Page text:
Dr. Cook’s Garden
written by Ira Levin
directed by Ellen Dempsey
produced by The American Century Theater
reviewed by Debbie Minter Jackson
Dr. Cook’s Garden is a wickedly good time. In a quaint little homespun Vermont town, a treasured family doctor reveals just how much he loves his perfect little town and how far he will go to keep it perfect. When the Doc’s former student returns for a visit as a grown up young practitioner and asks too many questions about who has died over the years and why, Doc’s handiwork extends beyond pruning shrubs and selecting choice perennials for his horticultural showcase. The beloved wise elder locks horns with the bright young upstart deliberating timeless questions about the value of life that is piercingly relevant to this day. The American Century Theater picked a winner of a show to open its new season. The issues raised in Dr. Cook’s Garden about who deserves to live and what society values ring like a clarion-call.
Known for mastering the “new” genre of the “thriller,” Ira Levin, struck a chord with Rosemary’s Baby and Stepford Wives, and you can catch glimpses of the latter’s edgy concepts in this captivating glimpse of sweet and adorable “anywhere, U.S.A” with tiny rivulets of blood seeping in the hidden drainage ditches. The opening scene solidly sets the tone of a middle American household: a dear self-sacrificing general practitioner with office in his home, will make a house call at the drop of a hat. His two office staff tend to his needs like he’s a treasured old grandpa, fretting over his eating habits, bringing him goodies, catering to him while whispering worriedly that he’ll work himself to death one of these days. They treat the new young upstart like a budding savior who can take Doc’s place when the inevitable time comes. The stakes are already high even before any questionable mortality figures are unveiled since the staff is desperate to start grooming a replacement so as not to be Doctorless like some other wretched counties nearby –shudder, shudder-likening it to a fate worse than death.
These underlying issues about the paucity of general practitioners as well as the challenges of isolation are effectively woven into the story and highlight an issue that could be torn from the headlines today. Young Dr. Jim Tennyson played beautifully by J.B. Bissex has already started getting rooted and settled in Chicago, with a pretty fiancee, a group practice opportunity, and draft board responsibilities beckoning him back promptly on schedule. On a fluke while obtaining his own medical records for the draft board session, he can’t help but notice some questionable notations and unexpected deaths in some of the records (this is definitely before current strict HIPAA health data privacy rules). Despite his love and veneration for his beloved mentor, surrogate father and friend, his scientific training simply won’t let him ignore some glaring inconsistencies, and almost like he can’t help himself, he finds himself asking the tough questions, and even pressing threateningly for the truth.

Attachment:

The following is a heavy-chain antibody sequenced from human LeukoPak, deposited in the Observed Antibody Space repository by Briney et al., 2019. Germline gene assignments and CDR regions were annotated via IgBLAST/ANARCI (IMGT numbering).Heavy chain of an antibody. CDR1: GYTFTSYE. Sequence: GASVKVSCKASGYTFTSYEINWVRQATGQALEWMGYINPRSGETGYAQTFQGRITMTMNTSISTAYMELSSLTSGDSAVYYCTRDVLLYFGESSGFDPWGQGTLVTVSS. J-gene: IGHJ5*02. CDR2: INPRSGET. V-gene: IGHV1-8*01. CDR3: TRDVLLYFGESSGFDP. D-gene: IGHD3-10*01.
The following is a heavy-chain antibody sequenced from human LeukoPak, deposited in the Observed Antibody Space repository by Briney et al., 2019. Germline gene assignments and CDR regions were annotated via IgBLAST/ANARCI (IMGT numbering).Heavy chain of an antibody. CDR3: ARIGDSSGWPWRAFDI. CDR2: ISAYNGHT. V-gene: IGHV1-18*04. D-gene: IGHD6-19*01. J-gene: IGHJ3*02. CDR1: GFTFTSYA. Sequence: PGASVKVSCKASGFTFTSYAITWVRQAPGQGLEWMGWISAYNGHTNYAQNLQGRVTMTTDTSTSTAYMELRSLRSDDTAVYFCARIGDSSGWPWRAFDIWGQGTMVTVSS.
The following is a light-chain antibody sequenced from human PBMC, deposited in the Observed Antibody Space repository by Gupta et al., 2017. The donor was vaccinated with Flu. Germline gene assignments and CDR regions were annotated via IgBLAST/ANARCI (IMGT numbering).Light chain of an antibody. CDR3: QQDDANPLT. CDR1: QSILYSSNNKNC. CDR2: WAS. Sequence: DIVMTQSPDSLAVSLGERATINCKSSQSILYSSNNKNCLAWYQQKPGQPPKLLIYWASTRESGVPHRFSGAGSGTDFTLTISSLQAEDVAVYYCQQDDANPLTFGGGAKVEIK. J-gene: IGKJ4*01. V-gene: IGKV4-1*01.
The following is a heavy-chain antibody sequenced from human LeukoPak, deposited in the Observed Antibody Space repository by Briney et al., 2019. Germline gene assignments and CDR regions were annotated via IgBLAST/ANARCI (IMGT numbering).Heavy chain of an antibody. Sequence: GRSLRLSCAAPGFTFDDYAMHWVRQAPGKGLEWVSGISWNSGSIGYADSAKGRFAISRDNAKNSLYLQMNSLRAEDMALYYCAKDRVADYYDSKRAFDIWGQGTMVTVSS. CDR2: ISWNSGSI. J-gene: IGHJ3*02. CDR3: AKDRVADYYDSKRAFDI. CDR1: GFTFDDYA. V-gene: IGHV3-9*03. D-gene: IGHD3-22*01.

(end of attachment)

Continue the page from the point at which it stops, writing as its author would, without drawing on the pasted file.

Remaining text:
Here is where the production hits its stride and comes to life with banners waving high. The acting, writing and directing all connect with unwavering commitment to the thriller-pace of the story, starting with Bissex as the young upstart doctor. He handles all the intricate twists and turns with ease from being the dutiful and likeable home-town favorite son, to being irresistibly drawn towards the puzzling health records, to uncomfortably questioning his father-figure and finally turning into the tough as nails accuser. Bissex handles the shifting roles with ease with a thoughtful interior analysis at each turn, taking us with him on the journey like a seasoned pro. He is neatly matched by David Schmidt as Doc Cook whose sing-song lilting voice and innocently loving expressions turn into tough combat ready assault weapons when his protégé threatens to reveal his methodology in creating the “happiest and healthiest town in America.”
Director Ellen Dempsey keeps the dynamics flowing, helping the tension mount gradually while the action spirals into a whirlwind of accusations, disbelief, and ultimately horror. The world turns topsy turvey when secrets are revealed, philosophical questions about ethics are argued, death threats come and go, all the way to the final scene where the young doctor, now wizened, nearly broken down by the jolting experience has to decide what to do with the rest of his originally planned manicured life. His quiet resolve in that scene, surrounded by the anxiously waiting town folk, is priceless.
Also priceless is Trena Weiss-Null’s expansive set design which comfortably depicts four distinct playing areas along the width of the stage including a side office and backstage examination room with ease. Lighting design by AnnMarie Castrigno and sound designer Christopher Baine also helped set the tone with ominous shadows and eerie disquieting music during the interludes.
The American Century Theater’s selfless mission of producing American theater’s seldom seen masterworks sometimes goes down like well intentioned medicine – you know it’s good for you, and you’re glad it’s there, but you wouldn’t make a meal of it. You don’t even need a spoonful of sugar to make Dr. Cook’s Garden go down. It’s simply a well produced and chillingly fun hell of a tale.
Running Time: Slightly over 2 hours, with two brief intermissions
When: Thru October 4th. : All Wednesdays (PWYC). Thursday – Saturday at 8, and Saturday and Sunday at 2:30.
Where: The Gunston Arts Center, Theater II, 2700 South Lang Street, Arlington, VA 22206
Tickets: $28 – $32
Call: 703-998-4555.. or consult the website.